On this day in 1779, American Colonel Daniel Brodhead concludes an ambitious assault against the Seneca Indians throughout the Allegheny Valley of Pennsylvania. Simultaneously, Major General John Sullivan had attacked the Iroquois of New York.
Brodhead had left Pittsburgh in August at the head of 600 men. Over the course of his mission, he destroyed 10 Indian villages, encountering only minimal resistance because the Seneca warriors had traveled to fight the Sullivan-led expedition, which had been ravaging native settlements in New York.
On August 29, 1779, at what is modern-day Elmira, New York, near New York’s southwestern border with Pennsylvania, Continental forces led by Sullivan and Brigadier General James Clinton defeated a combined force of Loyalists and Indians commanded by Captain Walter Butler and Chief Joseph Brant in the Battle of Chemung. Sullivan subsequently embarked on a scorched-earth campaign against the Iroquois in retaliation for their continued raids against frontier settlements. At least 40 of the tribe’s villages were destroyed, along with valuable supplies.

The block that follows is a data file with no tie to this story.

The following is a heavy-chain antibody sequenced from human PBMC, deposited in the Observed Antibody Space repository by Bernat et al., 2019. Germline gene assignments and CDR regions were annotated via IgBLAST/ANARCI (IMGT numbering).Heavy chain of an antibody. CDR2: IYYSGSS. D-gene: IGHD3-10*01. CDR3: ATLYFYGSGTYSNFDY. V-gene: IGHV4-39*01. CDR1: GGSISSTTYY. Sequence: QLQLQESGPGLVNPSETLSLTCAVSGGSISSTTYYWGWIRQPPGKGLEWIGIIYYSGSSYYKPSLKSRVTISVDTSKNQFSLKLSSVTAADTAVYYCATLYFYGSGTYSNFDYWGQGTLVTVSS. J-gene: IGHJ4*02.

Later, Brodhead was charged with clearing the Lenape-Delaware out of the Ohio Valley. He was successful, but was replaced as the commander of the Western Department under charges of mishandling the department’s finances on September 17, 1781. Broadhead’s name was eventually cleared of most charges and he was made a brigadier general by George Washington later that year. Broadhead went on to become a founder of the Society of the Cincinnati, an association of Continental Army veterans; a member of Pennsylvania’s General Assembly; and the state’s surveyor general. In the latter position, he was tasked with mapping for settlement the land he had previously worked to empty of its original inhabitants.